SEOUL (Reuters) - The rival Koreas reached a deal on Friday to resume from September reunions of families torn apart by the 1950-53 Korean War, as the isolated North reaches out to its foes after being hit by U.N. sanctions.
In another gesture that could defrost frigid ties, North Korea will release on Saturday four South Korean fisherman it has held after their boat drifted into the North’s waters several weeks ago, a Unification Ministry official said.
The North contacted officials in the South to say it would release the fishermen and their boat at sea in a move that eases another area of tension between the two states technically still at war.
Analysts said the conciliatory moves made by the North this month may be aimed at bolstering its coffers after U.N. sanctions imposed for its nuclear test in May made it more difficult to trade arms, cutting into a key source of cash that estimates say could be worth about 6 percent of its $17 billion a year economy.
“The North Koreans are using strategic tactics to get around the problems caused by its nuclear program,” said Yang Moo-jin, a professor at the South’s University of North Korean Studies.
Last week, North Korea sent envoys to the United States, its long-time adversary, to discuss resuming non-governmental food aid to the impoverished communist state that battles chronic shortages, the South’s Yonhap news agency reported.
The Koreas agreed to resume the reunions from September 26 to October 1 for about 100 families from both sides of the border.
They will be held at the Mount Kumgang resort in North Korea, which is run by an affiliate of the South’s Hyundai Group, the South’s Unification Ministry said in a statement.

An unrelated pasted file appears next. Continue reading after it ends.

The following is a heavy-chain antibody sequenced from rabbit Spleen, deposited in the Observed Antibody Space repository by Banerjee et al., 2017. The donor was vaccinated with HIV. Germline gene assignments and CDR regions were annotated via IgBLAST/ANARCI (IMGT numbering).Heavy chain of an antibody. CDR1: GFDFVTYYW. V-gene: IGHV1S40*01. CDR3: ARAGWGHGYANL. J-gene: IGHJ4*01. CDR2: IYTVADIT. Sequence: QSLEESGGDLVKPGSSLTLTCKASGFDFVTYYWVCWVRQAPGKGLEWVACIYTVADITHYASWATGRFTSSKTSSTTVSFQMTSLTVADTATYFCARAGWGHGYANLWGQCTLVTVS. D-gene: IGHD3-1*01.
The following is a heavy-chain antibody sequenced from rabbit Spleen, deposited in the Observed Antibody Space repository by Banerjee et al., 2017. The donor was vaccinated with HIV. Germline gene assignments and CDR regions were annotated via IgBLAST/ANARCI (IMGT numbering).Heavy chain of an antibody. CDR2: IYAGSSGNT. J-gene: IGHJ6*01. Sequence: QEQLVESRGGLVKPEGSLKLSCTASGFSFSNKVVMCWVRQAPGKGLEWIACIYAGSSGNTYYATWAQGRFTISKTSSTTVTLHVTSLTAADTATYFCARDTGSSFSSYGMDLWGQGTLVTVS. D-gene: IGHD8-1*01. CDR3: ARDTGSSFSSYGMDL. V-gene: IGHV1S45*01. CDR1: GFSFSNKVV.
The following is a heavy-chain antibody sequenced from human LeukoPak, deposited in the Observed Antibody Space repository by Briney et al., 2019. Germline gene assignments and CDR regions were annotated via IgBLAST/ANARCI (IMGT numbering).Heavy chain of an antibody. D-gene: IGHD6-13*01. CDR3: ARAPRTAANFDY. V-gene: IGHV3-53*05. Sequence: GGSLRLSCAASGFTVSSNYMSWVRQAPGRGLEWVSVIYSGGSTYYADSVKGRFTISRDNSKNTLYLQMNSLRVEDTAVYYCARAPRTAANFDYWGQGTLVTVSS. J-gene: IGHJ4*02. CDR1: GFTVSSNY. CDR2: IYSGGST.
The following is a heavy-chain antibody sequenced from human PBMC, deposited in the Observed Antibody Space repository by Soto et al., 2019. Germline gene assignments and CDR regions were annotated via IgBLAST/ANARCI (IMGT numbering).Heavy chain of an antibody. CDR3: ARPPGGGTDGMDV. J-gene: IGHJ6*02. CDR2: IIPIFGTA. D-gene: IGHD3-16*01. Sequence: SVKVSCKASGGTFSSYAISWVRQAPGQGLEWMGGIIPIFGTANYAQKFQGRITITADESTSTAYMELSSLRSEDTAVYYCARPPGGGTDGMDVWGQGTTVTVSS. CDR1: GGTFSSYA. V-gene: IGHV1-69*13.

“North and South Korea will continue to discuss humanitarian issues, including separated families, under the ideal of developing inter-Korean relations,” it said.
The highly emotional meetings of families who left siblings, parents and relatives on the other side of the divided peninsula when the Korean War ended with a ceasefire began about nine years ago.
The South has also been pressing the North to account for more than 1,000 of its citizens who were either abducted by the communist state or were prisoners-of-war who were not allowed to return after the fighting ended.
North Korea suspended the reunions in anger at the policies of the South’s President Lee Myung-bak, who took office about 18 months ago. Lee cut off unconditional aid and told Pyongyang that funds would only resume when it ended its nuclear arms program.
The North this month ended its boycott of the Lee government by sending a delegation to the South for its first contact since he took office, while its official media has suspended the torrent of insults that had been directed at Lee for months.
North Korea also released two U.S. journalists it had held since March when former U.S. President Bill Clinton visited Pyongyang in August and met leader Kim Jong-il.
South Korean media reports this week said during the Clinton trip the North had requested that the U.S. envoy for North Korea, Stephen Bosworth, visit Pyongyang in September.
But Bosworth will not visit North Korea if he goes to Asia soon, nor does he have plans to meet North Korean officials elsewhere in the region, the U.S. State Department said on Thursday.
Philip Goldberg, Washington’s point man for the U.N. sanctions on the North, has been in Asia in recent days trying to build support for the measures.
Investors in Seoul said the softer tone from Pyongyang has not had a major impact on trading, but it has eased concerns about an escalation of troubles leading to a conflict that would threaten the globally important economies of the region.
Additional reporting by Christine Kim, Rhee So-eui and Seo Eun-kyung; Editing by Jeremy Laurence